Newscast for Wednesday, July 17, 2013
- Churches, civil liberties, advocacy groups seek injunction on US surveillance programs as lawmakers question officials on legality of spying
- Indigenous groups protest oil and gas pipelines in northern British Columbia, citing land rights, environmental concerns
- China’s relocation program moves two million Tibetans into government villages, threatening traditional way of life
- Humanitarian groups warn of crisis in Uganda after sudden rise in refugees from fighting
Circuit court overturns NDAA indefinite detention injunction
The 2nd Circuit Court of Appeals has overturned a lower court decision limiting who the government can hold under indefinite military detention. Under the 2012 reauthorization of the National Defense Authorization Act, Congress specified that the President can detain members or substantial supporters of al Qaeda, the Taliban or affiliated groups. But activists and journalists, including Noam Chomsky, Daniel Ellsberg, and Chris Hedges, sued saying this authorized the military to detain American citizens. The plaintiffs argued their work could make them targets of the US government. And the lower court agreed to issue a permanent injunction.
But today the Circuit Court said the section of the NDAA in question does not authorize the government to detain American citizens. In addition, the Court ruled the journalists and activists who brought the case can’t seek pre-enforcement review of the law because they failed to “establish a sufficient basis to fear detention.”
Congress begins considering changes to Voting Rights Act
Today the US Senate took up the Voting Rights Act for the first time since being ordered to do so by the Supreme Court. The Court overturned the part of the civil rights legislation requiring certain local and state governments get permission from the Justice Department before making changes to voter regulations. Justices said Congress must come up with an updated way to determine which jurisdictions currently need extra scrutiny. Georgia Representative and civil rights leader John Lewis testified at the Senate Judiciary Committee hearing.
“We have made progress. We have come a great distance. But the deliberate, systematic attempt to make it harder and more difficult for many people to participate in this democratic process still exists to this very day. Only hours after the decision was announced to by the Supreme Court – before the ink was even dry – states began to put into force efforts to suppress people’s voting rights.”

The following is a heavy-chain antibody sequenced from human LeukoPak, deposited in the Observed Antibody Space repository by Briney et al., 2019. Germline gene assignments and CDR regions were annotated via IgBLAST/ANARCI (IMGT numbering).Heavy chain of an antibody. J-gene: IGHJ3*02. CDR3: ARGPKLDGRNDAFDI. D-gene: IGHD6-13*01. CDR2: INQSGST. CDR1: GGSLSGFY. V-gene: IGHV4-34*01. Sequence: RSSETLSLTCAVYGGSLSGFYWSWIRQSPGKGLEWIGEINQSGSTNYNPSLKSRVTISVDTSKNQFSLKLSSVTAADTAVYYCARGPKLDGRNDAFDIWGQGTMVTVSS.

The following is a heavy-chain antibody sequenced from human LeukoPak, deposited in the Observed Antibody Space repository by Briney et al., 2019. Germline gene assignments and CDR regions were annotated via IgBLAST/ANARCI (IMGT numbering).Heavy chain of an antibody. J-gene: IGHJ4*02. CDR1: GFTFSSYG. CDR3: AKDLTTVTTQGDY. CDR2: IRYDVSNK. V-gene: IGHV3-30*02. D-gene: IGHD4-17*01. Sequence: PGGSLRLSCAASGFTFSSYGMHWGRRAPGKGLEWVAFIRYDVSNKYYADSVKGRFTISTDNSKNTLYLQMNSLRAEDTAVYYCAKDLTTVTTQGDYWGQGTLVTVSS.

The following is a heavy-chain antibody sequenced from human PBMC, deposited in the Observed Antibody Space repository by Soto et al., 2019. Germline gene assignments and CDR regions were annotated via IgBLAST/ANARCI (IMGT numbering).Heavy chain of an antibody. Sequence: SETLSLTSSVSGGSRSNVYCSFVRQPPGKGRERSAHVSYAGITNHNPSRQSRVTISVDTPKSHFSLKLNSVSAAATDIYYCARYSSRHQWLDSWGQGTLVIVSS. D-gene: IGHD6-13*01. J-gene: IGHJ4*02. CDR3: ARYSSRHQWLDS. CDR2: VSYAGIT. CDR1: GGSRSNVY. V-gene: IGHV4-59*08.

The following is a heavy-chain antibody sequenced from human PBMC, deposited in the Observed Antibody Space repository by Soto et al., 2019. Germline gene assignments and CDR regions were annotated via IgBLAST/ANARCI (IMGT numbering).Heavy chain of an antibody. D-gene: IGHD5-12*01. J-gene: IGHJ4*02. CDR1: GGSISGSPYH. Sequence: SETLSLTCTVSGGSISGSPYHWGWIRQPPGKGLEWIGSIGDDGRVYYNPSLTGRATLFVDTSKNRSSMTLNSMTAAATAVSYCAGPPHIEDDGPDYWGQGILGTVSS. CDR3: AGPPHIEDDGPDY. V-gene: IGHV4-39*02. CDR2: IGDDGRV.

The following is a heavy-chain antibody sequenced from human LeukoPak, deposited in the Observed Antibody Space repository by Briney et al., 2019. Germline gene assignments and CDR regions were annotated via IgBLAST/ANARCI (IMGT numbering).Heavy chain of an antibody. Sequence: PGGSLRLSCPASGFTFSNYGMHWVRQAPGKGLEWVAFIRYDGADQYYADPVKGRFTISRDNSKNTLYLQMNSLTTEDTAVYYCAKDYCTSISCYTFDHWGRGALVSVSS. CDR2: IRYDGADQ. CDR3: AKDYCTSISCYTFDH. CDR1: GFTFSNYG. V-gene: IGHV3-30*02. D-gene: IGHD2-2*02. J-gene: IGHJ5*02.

The House Judiciary Committee is expected to take up the issue tomorrow.
Court rules for Russian human rights group in foreign agent law challenge
A court in St. Petersburg has thrown out the Russian government’s case against the well-known human rights group, Memorial, on technical grounds. The case had made its way through three different courts, and the ruling signals that other groups penalized under the country’s foreign agent law may find relief in the Russian justice system. FSRN’s Ekaterina Danilova reports.
Memorial – as well as two LGBT rights groups – had been fined fifteen-thousand-dollars and ordered to register as a foreign agent. The Russian prosecutor found them guilty of violating a law that compels organizations receiving support from abroad to disclose that information and register with the government. The ruling may be used as precedent in similar cases, even though no court is obliged to follow, says Anna Udiarova, attorney for Memorial.
“We hope the fundamental position of the St. Petersburg courts in three consecutive decisions on our case will somehow have an influence on general court practice in relation to the prosecution of NGOs – and on judicial protection from the unjustified claims of the Prosecutor.”
The ruling comes as the Russian General Prosecutor and other Russian officials have recently said that the law on NGOs should be reformed to better define its terms and otherwise improve it. Ekaterina Danilova, FSRN, St. Petersburg.
Protests in India after school lunch poisoning deaths
In India, more than 100-million impoverished children are given free lunches at school. But a mass poisoning incident Tuesday at a primary school in the northeastern part of the country has parents demanding answers as to how the food became contaminated. FSRN’s Shuriah Niazi reports.
At least 25 children are dead and dozens more are fighting for their lives after consuming a mid-day meal at a government school in Bihar state. Many children are still in serious condition at local hospitals.
The exact source of contamination is unknown, but Bihar education minister PK Shahi told reporters that it is not a case of food poisoning. He said that food was contaminated by an outside substance, and a probe will find whether it was deliberate or accidental. There is suspicion pesticide contamination is to blame.